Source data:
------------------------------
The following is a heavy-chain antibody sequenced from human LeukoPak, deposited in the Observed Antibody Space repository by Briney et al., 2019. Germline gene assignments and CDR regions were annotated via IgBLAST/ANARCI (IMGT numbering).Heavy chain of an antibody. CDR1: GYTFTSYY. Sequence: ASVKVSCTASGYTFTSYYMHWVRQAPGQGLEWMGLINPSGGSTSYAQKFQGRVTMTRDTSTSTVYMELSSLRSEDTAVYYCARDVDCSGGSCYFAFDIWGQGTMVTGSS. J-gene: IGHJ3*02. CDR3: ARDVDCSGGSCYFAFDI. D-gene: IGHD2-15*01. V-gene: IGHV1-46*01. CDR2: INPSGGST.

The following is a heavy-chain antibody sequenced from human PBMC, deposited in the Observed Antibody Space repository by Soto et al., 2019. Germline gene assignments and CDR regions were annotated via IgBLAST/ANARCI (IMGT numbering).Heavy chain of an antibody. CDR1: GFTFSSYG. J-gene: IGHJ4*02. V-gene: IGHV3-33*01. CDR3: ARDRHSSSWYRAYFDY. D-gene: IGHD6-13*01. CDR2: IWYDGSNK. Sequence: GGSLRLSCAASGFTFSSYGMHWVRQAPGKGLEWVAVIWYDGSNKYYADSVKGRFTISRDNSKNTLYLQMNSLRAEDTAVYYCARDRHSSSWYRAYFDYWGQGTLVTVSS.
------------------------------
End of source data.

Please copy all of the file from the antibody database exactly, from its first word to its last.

The following is a heavy-chain antibody sequenced from human LeukoPak, deposited in the Observed Antibody Space repository by Briney et al., 2019. Germline gene assignments and CDR regions were annotated via IgBLAST/ANARCI (IMGT numbering).Heavy chain of an antibody. CDR1: GYTFTSYY. Sequence: ASVKVSCTASGYTFTSYYMHWVRQAPGQGLEWMGLINPSGGSTSYAQKFQGRVTMTRDTSTSTVYMELSSLRSEDTAVYYCARDVDCSGGSCYFAFDIWGQGTMVTGSS. J-gene: IGHJ3*02. CDR3: ARDVDCSGGSCYFAFDI. D-gene: IGHD2-15*01. V-gene: IGHV1-46*01. CDR2: INPSGGST.

The following is a heavy-chain antibody sequenced from human PBMC, deposited in the Observed Antibody Space repository by Soto et al., 2019. Germline gene assignments and CDR regions were annotated via IgBLAST/ANARCI (IMGT numbering).Heavy chain of an antibody. CDR1: GFTFSSYG. J-gene: IGHJ4*02. V-gene: IGHV3-33*01. CDR3: ARDRHSSSWYRAYFDY. D-gene: IGHD6-13*01. CDR2: IWYDGSNK. Sequence: GGSLRLSCAASGFTFSSYGMHWVRQAPGKGLEWVAVIWYDGSNKYYADSVKGRFTISRDNSKNTLYLQMNSLRAEDTAVYYCARDRHSSSWYRAYFDYWGQGTLVTVSS.